If you haven’t heard of blockchain I am fairly sure you will have heard of BitCoin. BitCoin along with other cryptocurrencies are in and out of the news headlines at the moment. The thing they all have in common is that they rely on blockchain technology and appear to be making some people a tad rich.
So, for those not yet in the know, Wikipedia offers the following crystal clear explanation: “A blockchain is a permissionless distributed database that maintains a continuously growing list of transactional data records hardened against tampering and revision, even by operators of the data store’s nodes.”
Well as I always say ‘all things are complicated until you understand them’ and I’m not sure this explanation really helps, so here’s my attempt.
Finance people like to keep ledgers.
These ledgers document all spend both in and out in the same way you manage your own bank statement. Financial organisations, like banks, manage and monitor their own ledgers and know everything about you including where you spend your money…
Now imagine if they didn’t. Imagine if the ledgers of all transactions were managed by people who did not know each other, but they all had a copy. Each copy is only valid if everyone agrees the transaction is valid and matches the ledgers held by everyone else. This would guarantee that no funny business was going on like fraud or double counting. The added benefit is that it is not controlled by corporate banks and remains anonymous and completely decentralised.
That idea became Blockchain. A copy of the database is held on computers of anyone volunteering to help maintain the blockchain. You can simply download some software and it sits on your computer updating itself and you become part of the validation process.
Sound good to you? Well, before you excitedly order your T-shirt emblazoned with “On the Blockchain nobody knows you’re a fridge” (and yes, it’s a real T-shirt you can order that parodies the anonymity you can enjoy when using BitCoins to purchase things…) let’s just consider for a moment whether blockchain could be used to improve the way we manage health data.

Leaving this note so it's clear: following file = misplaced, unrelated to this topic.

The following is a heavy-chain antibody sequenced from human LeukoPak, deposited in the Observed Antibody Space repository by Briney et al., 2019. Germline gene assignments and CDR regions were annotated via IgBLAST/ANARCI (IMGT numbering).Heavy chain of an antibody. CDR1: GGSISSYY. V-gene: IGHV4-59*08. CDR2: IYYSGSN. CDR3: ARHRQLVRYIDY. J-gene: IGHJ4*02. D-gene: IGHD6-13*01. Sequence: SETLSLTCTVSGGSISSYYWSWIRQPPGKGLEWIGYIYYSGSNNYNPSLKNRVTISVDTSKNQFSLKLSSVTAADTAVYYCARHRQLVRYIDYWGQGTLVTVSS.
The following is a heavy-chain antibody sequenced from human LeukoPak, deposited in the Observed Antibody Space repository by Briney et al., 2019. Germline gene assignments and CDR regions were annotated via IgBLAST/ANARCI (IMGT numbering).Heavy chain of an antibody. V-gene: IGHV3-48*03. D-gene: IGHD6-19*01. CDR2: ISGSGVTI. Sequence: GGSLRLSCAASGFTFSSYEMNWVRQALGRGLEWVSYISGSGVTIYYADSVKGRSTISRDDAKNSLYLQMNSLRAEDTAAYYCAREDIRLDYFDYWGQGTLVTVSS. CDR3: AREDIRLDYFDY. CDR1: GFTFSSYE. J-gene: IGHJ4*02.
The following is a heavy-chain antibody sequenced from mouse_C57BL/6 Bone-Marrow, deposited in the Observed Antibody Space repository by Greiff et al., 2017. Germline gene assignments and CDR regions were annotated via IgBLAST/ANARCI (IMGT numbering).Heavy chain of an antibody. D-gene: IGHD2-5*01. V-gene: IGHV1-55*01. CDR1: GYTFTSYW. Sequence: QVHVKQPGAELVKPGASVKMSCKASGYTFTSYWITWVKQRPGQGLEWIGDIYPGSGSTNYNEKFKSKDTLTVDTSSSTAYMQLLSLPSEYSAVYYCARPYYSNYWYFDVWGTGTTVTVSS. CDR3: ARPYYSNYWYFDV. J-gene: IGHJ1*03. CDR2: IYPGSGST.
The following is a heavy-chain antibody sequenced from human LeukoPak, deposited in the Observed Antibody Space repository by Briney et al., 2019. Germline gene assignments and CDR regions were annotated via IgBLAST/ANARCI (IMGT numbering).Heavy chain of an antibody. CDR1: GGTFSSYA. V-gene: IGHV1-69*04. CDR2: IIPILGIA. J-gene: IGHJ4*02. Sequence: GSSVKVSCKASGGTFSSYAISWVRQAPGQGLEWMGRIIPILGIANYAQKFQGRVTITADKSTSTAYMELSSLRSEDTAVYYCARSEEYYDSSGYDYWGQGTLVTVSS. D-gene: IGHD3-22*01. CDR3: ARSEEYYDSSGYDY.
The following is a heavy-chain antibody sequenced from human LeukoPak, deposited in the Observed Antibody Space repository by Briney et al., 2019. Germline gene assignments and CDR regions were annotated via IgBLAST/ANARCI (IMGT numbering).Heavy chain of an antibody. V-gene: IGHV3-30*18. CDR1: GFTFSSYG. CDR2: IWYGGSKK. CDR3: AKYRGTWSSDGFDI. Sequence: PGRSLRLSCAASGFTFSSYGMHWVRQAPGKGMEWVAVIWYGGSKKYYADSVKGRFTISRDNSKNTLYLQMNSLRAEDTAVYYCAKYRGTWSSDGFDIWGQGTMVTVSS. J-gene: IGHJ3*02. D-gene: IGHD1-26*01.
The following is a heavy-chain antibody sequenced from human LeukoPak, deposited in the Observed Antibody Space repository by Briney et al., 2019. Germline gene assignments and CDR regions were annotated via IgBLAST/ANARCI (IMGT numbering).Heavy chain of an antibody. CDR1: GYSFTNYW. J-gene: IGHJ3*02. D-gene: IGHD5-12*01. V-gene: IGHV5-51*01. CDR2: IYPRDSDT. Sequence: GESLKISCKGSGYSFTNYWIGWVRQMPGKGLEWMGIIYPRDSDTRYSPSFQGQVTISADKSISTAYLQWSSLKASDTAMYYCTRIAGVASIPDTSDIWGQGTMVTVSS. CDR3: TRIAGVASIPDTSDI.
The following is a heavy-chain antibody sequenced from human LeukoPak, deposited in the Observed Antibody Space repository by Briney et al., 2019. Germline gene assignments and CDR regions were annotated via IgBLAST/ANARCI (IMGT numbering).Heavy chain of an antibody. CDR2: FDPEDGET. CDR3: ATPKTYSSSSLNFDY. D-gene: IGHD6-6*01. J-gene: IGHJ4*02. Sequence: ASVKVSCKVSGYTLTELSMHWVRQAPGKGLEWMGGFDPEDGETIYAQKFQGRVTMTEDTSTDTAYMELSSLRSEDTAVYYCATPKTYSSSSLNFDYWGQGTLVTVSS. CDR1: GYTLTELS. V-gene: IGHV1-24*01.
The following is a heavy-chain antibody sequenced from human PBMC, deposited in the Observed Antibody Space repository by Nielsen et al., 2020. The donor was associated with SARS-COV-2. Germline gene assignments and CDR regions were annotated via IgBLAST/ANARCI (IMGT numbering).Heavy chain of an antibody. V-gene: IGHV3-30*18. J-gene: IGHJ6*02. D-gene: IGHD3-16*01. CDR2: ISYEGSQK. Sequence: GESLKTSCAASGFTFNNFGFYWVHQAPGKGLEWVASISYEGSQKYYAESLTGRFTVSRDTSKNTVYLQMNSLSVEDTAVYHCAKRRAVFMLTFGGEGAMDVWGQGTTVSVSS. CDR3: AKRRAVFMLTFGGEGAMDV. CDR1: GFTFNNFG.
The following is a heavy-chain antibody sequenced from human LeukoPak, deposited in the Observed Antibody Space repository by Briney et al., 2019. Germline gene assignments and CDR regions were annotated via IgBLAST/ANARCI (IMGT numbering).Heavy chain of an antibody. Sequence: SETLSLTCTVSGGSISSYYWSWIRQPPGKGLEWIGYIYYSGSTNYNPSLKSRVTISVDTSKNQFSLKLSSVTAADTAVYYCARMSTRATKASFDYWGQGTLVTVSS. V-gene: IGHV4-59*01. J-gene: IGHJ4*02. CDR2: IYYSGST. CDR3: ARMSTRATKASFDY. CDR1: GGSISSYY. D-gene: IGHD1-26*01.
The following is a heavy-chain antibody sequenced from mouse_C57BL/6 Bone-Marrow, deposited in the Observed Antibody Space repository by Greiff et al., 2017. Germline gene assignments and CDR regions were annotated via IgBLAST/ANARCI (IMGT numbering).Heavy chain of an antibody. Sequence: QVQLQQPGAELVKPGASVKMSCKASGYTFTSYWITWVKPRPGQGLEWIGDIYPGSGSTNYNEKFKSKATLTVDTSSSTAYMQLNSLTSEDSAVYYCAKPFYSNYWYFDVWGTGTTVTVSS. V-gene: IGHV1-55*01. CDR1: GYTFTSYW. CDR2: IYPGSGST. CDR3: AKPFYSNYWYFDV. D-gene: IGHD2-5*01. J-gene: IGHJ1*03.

The concept of blockchain is appealing in health circles because it remains anonymous but allows data to be shared in a decentralised way rather than from a single record held in a single GP surgery or single Hospital.
The notion of using blockchain technology for Patient Records and for other record keeping purposes has been around for a while. However, we’ve only recently seen real-world examples and proof-of-concepts.
So what would be the key benefits for a health records system managed by a blockchain? Well, essentially the same as those enjoyed by Bitcoin.
Such a system would be:
- Decentralised, making sure that the integrity of stored patient data remains intact, providing complete transparency.
- Encrypted and tamper resistant, because altered block chains are rendered invalid.
- Accessible globally.
- Made up of verifiable and immutable (unchanging) transactions.
It would be a radical change to the way we currently manage health records and one that would need the blessing of both Patient and Privacy groups but nonetheless the opportunities to simplify the management of health data in a secure, accessible and validated way will likely mean that the change could happen sooner rather than later.
Other blockchain T-shirts are sadly available…